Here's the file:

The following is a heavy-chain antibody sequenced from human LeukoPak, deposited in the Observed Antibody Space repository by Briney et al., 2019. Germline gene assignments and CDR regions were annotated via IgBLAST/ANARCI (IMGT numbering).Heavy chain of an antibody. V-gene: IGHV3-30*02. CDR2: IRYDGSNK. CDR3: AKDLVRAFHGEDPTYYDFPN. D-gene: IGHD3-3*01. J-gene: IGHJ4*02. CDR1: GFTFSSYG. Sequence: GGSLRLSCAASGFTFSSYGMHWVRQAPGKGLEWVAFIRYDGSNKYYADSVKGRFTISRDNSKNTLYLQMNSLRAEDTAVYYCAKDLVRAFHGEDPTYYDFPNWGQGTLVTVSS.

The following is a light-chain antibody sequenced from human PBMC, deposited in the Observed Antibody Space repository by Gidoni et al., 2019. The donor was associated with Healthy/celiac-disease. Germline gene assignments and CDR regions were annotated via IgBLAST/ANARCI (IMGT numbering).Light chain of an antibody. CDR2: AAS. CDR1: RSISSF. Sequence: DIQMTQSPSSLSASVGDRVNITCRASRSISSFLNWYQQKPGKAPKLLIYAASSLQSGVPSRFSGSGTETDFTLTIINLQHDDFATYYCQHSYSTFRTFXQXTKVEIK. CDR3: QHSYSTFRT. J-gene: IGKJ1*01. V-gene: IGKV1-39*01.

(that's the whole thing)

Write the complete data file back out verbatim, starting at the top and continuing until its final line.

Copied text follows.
The following is a heavy-chain antibody sequenced from human LeukoPak, deposited in the Observed Antibody Space repository by Briney et al., 2019. Germline gene assignments and CDR regions were annotated via IgBLAST/ANARCI (IMGT numbering).Heavy chain of an antibody. V-gene: IGHV3-30*02. CDR2: IRYDGSNK. CDR3: AKDLVRAFHGEDPTYYDFPN. D-gene: IGHD3-3*01. J-gene: IGHJ4*02. CDR1: GFTFSSYG. Sequence: GGSLRLSCAASGFTFSSYGMHWVRQAPGKGLEWVAFIRYDGSNKYYADSVKGRFTISRDNSKNTLYLQMNSLRAEDTAVYYCAKDLVRAFHGEDPTYYDFPNWGQGTLVTVSS.

The following is a light-chain antibody sequenced from human PBMC, deposited in the Observed Antibody Space repository by Gidoni et al., 2019. The donor was associated with Healthy/celiac-disease. Germline gene assignments and CDR regions were annotated via IgBLAST/ANARCI (IMGT numbering).Light chain of an antibody. CDR2: AAS. CDR1: RSISSF. Sequence: DIQMTQSPSSLSASVGDRVNITCRASRSISSFLNWYQQKPGKAPKLLIYAASSLQSGVPSRFSGSGTETDFTLTIINLQHDDFATYYCQHSYSTFRTFXQXTKVEIK. CDR3: QHSYSTFRT. J-gene: IGKJ1*01. V-gene: IGKV1-39*01.